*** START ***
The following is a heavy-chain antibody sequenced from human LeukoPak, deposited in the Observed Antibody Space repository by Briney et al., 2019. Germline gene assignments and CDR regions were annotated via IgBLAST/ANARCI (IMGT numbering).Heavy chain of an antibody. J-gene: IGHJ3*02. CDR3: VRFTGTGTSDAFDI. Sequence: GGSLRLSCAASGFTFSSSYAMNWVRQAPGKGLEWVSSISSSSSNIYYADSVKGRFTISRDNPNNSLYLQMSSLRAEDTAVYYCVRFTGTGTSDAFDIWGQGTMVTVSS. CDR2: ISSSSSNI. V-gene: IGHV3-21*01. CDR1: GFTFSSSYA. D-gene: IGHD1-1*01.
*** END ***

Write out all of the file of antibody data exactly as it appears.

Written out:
The following is a heavy-chain antibody sequenced from human LeukoPak, deposited in the Observed Antibody Space repository by Briney et al., 2019. Germline gene assignments and CDR regions were annotated via IgBLAST/ANARCI (IMGT numbering).Heavy chain of an antibody. J-gene: IGHJ3*02. CDR3: VRFTGTGTSDAFDI. Sequence: GGSLRLSCAASGFTFSSSYAMNWVRQAPGKGLEWVSSISSSSSNIYYADSVKGRFTISRDNPNNSLYLQMSSLRAEDTAVYYCVRFTGTGTSDAFDIWGQGTMVTVSS. CDR2: ISSSSSNI. V-gene: IGHV3-21*01. CDR1: GFTFSSSYA. D-gene: IGHD1-1*01.